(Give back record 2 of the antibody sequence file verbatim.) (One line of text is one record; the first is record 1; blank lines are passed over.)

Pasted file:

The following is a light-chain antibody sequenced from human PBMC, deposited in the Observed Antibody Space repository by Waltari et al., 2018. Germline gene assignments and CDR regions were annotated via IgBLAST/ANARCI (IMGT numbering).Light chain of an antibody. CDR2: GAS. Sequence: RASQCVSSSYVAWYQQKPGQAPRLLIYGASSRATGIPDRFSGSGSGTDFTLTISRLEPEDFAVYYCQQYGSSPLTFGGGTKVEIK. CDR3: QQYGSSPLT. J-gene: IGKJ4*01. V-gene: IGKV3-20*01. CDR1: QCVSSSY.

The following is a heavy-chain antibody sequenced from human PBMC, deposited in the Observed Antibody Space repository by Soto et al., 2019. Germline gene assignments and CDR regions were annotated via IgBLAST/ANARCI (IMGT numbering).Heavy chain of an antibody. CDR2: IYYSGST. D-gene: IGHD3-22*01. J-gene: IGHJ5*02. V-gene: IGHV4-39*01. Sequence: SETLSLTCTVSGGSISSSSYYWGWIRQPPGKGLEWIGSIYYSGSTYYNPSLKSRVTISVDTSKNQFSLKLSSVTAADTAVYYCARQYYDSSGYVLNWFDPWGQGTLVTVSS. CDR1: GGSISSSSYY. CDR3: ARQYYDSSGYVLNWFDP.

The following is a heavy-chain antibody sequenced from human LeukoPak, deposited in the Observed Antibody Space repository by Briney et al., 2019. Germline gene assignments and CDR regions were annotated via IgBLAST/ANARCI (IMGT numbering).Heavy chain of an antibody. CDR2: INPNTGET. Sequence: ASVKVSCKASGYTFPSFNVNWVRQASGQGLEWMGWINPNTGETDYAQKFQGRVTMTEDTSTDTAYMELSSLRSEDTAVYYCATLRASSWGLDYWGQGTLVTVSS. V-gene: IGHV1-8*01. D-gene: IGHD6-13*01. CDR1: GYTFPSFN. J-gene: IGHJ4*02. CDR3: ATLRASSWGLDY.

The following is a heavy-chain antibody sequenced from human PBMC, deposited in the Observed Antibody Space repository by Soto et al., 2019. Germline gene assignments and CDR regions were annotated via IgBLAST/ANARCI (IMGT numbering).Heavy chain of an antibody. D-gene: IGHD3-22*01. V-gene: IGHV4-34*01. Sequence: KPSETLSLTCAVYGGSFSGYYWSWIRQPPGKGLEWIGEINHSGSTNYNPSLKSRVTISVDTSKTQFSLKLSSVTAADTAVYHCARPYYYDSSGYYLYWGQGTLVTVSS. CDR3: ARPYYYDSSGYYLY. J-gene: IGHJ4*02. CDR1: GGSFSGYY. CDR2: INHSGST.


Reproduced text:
The following is a heavy-chain antibody sequenced from human PBMC, deposited in the Observed Antibody Space repository by Soto et al., 2019. Germline gene assignments and CDR regions were annotated via IgBLAST/ANARCI (IMGT numbering).Heavy chain of an antibody. CDR2: IYYSGST. D-gene: IGHD3-22*01. J-gene: IGHJ5*02. V-gene: IGHV4-39*01. Sequence: SETLSLTCTVSGGSISSSSYYWGWIRQPPGKGLEWIGSIYYSGSTYYNPSLKSRVTISVDTSKNQFSLKLSSVTAADTAVYYCARQYYDSSGYVLNWFDPWGQGTLVTVSS. CDR1: GGSISSSSYY. CDR3: ARQYYDSSGYVLNWFDP.